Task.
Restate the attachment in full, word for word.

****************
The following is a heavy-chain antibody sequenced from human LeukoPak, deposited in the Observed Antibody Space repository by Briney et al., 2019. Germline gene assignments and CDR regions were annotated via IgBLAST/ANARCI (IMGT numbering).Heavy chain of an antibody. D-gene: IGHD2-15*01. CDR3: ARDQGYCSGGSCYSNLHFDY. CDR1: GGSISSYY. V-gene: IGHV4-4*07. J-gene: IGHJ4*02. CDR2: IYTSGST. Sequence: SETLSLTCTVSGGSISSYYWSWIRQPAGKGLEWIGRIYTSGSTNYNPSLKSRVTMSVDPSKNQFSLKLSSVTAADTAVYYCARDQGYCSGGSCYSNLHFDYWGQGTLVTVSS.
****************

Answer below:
The following is a heavy-chain antibody sequenced from human LeukoPak, deposited in the Observed Antibody Space repository by Briney et al., 2019. Germline gene assignments and CDR regions were annotated via IgBLAST/ANARCI (IMGT numbering).Heavy chain of an antibody. D-gene: IGHD2-15*01. CDR3: ARDQGYCSGGSCYSNLHFDY. CDR1: GGSISSYY. V-gene: IGHV4-4*07. J-gene: IGHJ4*02. CDR2: IYTSGST. Sequence: SETLSLTCTVSGGSISSYYWSWIRQPAGKGLEWIGRIYTSGSTNYNPSLKSRVTMSVDPSKNQFSLKLSSVTAADTAVYYCARDQGYCSGGSCYSNLHFDYWGQGTLVTVSS.